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However, the global COVID-19 pandemic brought a whole shipload of additional considerations, constraints and compromises. Firstly, we had to reschedule the whole expedition: iMirabilis was originally planned for 2020 but the worldwide shutdown meant it was impossible for it to go ahead. We are very fortunate and grateful that the shiptime for this mission was rescheduled to 2021. International travel restrictions mean that research vessels can currently only operate to and from their national ports, so the geographic scope of the expedition – which originally encompassed a full 3-month voyage from Vigo in Spain to Cape Town in South Africa – was radically altered so that the RV Sarmiento de Gamboa leaves and returns to Spanish ports. Unfortunately, this meant that the original work planned in the South Atlantic had to be abandoned as it was simply not possible for the ship to dock in Namibia or South Africa as originally planned. This was very bad news since our colleagues from South Africa and Brazil formed a large and important part of the original science team, and the data we planned to collect from the South Atlantic would have made a valuable contribution to our understanding of ecosystems in that part of the ocean. However, the expedition still offered a great opportunity to work in the region around Cabo Verde.
So, with a restricted geographic scope and a reduced amount of shiptime, the science plan had to be radically re-designed. As well as ensuring the ship was available, we also had to secure the necessary scientific equipment: this is not easy, since the large instruments like the ROV and AUV are shared across the scientific community and are always in high demand, so some very careful planning and negotiation was required to make sure all the necessary pieces of kit were available for the expedition. We are extremely fortunate to have the ROV Luso and Autosub 6000 on board since these are the main tools of the trade for the research we are carrying out. However, we also need specialised technical experts to operate all the instruments – more than half the science team on Leg 1 are highly skilled technicians who will make sure everything operates efficiently and safely.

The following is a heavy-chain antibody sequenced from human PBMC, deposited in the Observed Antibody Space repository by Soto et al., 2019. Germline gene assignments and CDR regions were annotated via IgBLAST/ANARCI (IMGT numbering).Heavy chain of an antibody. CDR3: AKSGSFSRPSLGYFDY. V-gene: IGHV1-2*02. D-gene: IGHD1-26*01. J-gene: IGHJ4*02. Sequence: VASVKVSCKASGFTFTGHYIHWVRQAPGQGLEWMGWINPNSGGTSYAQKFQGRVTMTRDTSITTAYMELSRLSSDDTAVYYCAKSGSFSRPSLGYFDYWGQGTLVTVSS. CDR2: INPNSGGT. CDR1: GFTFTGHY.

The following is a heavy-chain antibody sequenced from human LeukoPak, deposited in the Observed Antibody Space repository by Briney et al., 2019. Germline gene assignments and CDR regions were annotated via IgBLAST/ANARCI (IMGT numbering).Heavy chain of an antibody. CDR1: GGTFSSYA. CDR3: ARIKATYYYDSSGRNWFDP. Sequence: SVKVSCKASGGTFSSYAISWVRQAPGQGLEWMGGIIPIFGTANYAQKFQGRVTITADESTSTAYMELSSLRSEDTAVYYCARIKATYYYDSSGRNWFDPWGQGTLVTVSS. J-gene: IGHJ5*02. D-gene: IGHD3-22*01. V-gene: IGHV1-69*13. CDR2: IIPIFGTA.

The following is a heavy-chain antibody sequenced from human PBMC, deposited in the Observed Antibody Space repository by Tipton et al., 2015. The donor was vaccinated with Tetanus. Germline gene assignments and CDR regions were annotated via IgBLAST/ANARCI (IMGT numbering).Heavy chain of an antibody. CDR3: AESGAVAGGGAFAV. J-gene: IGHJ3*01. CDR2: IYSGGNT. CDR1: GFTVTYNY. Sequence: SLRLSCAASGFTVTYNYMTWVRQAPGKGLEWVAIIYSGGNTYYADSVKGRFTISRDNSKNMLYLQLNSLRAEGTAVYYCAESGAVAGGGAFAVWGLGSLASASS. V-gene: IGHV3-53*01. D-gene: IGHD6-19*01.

What about COVID-19 health and safety? Over the past year we have all become familiar with the need to socially distance, wear a face mask and wash our hands regularly. On a research ship with limited space some of these measures become difficult! To ensure the safety of everyone on board, all the science team (and crew?) go into quarantine for 10 days prior to joining the ship. During this period, they isolate in a designated hotel in either Vigo or Las Palmas (depending on where they will join the ship) and are required to return two negative COVID tests prior to joining the ship. Ten days is a long time to be shut in a hotel room, but everyone sees it as a small price to pay for being able to go to sea…and scientists always value quiet time to get data analysed and papers written! [link here to some of the blog entries from the team whilst in quarantine].
Once on board the ship there are strict protocols that everyone must follow to keep the expedition COVID secure. The strict pre-expedition quarantine and testing measures minimise the risk of anyone bringing the virus on board, but all members of the team must adhere to rules about regular hand washing, keeping socially distanced wherever possible, and – for the first 14 days of each leg – wearing face masks when indoors on the ship. Equipment and supplies are disinfected before being loaded onto the ship, and the ship itself is regularly cleaned and sanitised. Special measures are in place for the changeover between Leg 0 and Leg 1 in Las Palmas, and there are isolation facilities on board in the event that anyone develops symptoms. The expedition’s COVID rulebook is long and very detailed, but every precaution is taken to keep the team safe.